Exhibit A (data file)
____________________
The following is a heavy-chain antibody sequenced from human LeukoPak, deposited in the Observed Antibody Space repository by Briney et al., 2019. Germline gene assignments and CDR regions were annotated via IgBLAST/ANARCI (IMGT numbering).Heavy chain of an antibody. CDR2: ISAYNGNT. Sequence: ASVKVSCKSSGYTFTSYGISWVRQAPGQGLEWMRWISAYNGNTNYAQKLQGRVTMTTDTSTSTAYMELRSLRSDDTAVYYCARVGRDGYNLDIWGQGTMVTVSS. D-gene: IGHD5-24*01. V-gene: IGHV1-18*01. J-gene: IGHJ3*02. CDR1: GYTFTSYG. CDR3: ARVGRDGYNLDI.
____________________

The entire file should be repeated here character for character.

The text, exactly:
The following is a heavy-chain antibody sequenced from human LeukoPak, deposited in the Observed Antibody Space repository by Briney et al., 2019. Germline gene assignments and CDR regions were annotated via IgBLAST/ANARCI (IMGT numbering).Heavy chain of an antibody. CDR2: ISAYNGNT. Sequence: ASVKVSCKSSGYTFTSYGISWVRQAPGQGLEWMRWISAYNGNTNYAQKLQGRVTMTTDTSTSTAYMELRSLRSDDTAVYYCARVGRDGYNLDIWGQGTMVTVSS. D-gene: IGHD5-24*01. V-gene: IGHV1-18*01. J-gene: IGHJ3*02. CDR1: GYTFTSYG. CDR3: ARVGRDGYNLDI.